Most importantly, I didn’t know where these thoughts were coming from. Before meeting Art I was as excited as anyone else. Now one of my supposedly best moments was full of cynicism. But I wasn’t angry. I felt like an alien dropped onto a strange planet, wishing I’d been thrown somewhere else.
For most of the ceremonies, I couldn’t figure out why.
A Speaker Without Pretension
I finally understood the effect Art had on me at the commencement. When the main speaker took the podium.
Then I knew little about Mary Karr. Just that she was a writer, poet, and Syracuse Professor. Hearing she was the commencement speaker was a surprise, but I didn’t want to judge until I heard her.
So she spoke. Her first line was about staying out of prison while she was younger. This got my attention fast.
Her entire speech started funny but became brutally honest. Karr addressed the hardened anxieties in all of us, the fear of failure and life and everything else. How we can’t remove this fear so we must accept and overcome it. The purpose of poetry was to not hide from this fear and instead face it.
She described her own journey doing this. Her youth dealing with drug addiction. Having a paralyzed father and an often psychotic mother. Facing alcohol addiction later in her life, like my own father did. Entering a mental hospital for “suicidal ideation.”
The line that hit me hardest was about how this affects us all. Background or luck be damned, we all have messed-up fears and faults at our centers. They try to define us and suck our life away. Half the time we fight them, they get stronger. The other half we know, deep down, we’ll never win.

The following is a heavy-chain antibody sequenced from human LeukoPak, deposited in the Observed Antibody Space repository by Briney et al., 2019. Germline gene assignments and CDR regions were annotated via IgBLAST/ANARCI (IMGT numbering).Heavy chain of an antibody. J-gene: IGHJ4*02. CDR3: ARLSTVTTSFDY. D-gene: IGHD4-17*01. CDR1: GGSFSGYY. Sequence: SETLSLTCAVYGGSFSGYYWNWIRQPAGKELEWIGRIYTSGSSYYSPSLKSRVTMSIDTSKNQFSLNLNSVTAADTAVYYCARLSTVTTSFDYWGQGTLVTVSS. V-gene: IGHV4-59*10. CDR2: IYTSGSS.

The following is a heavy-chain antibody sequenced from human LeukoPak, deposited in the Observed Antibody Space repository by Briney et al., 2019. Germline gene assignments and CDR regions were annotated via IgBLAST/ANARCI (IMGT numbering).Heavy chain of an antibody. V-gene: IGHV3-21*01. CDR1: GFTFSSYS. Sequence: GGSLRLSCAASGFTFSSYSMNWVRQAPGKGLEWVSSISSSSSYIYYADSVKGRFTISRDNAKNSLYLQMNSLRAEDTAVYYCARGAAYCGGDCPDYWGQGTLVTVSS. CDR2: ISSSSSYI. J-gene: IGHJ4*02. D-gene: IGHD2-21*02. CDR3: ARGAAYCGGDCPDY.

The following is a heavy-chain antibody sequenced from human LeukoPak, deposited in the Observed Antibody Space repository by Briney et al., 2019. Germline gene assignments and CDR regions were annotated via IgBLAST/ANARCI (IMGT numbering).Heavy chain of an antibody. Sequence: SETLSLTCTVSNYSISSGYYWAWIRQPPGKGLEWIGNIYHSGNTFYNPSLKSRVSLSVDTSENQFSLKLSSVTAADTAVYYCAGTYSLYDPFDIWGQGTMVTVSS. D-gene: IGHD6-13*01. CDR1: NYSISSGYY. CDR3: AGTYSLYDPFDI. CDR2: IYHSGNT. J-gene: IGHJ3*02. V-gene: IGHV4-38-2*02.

Her long and grueling climb upward through someone else buying her lunch. Almost as simple as talking to them for fifteen minutes.
The Value of Honesty
I saw that Mary Karr and Art had one thing in common: they spoke about their lives, highs and lows, without any illusion. They accepted their flaws the same as their strengths, and still knew they were good people. Their identities were theirs. There was no point lying about it.
“The most privileged person in this Dome suffers the torments of the damned just going about the business of being human.” - Mary Karr
Looking back, that kind of honesty is rare for graduation time. People make a huge, expensive event from the natural event of becoming adults. This happens worldwide all the time. It’s easier for some and harder for others. Some grow up when they’re older, some younger, and some far too young. It isn’t more special for us than anyone else, despite our massive celebrations, speeches, and many photos. We don’t need those to grow up.
I think that’s why my short conversation with Art affected me so much. This was a man who was no more special than I was. He had different skills, different backgrounds, different names, and lots of other different things. That didn’t make me any more or less special than him. I saw life without all the illusions put around graduation and I liked it. Then I went right back to a life full of them and didn’t like it.
In a way I envied Art. He had no illusions with his identity or the world around him, but I could tell he still held onto happiness. Even in the face of death, honesty helped him smile.
I don’t know if you’re still alive, Art. Even in the slim chance you are, you likely won’t read this. But I still want to express thanks. Those values of honesty are now a big part of my identity. I’m smart, but lots of people are too, and most are smarter than me. I like to pretend I’m the exception to so many rules, but in reality I know I never will be. That I’ll shake up the entire world one day, but know that I’ll never be famous. All of that’s true yet, when I seriously think about it, I’m pretty happy with my life. I’ll never be special but I don’t need to be.
So, on my last day as a student, thanks for teaching me my favorite life lesson.
Cheers, Max A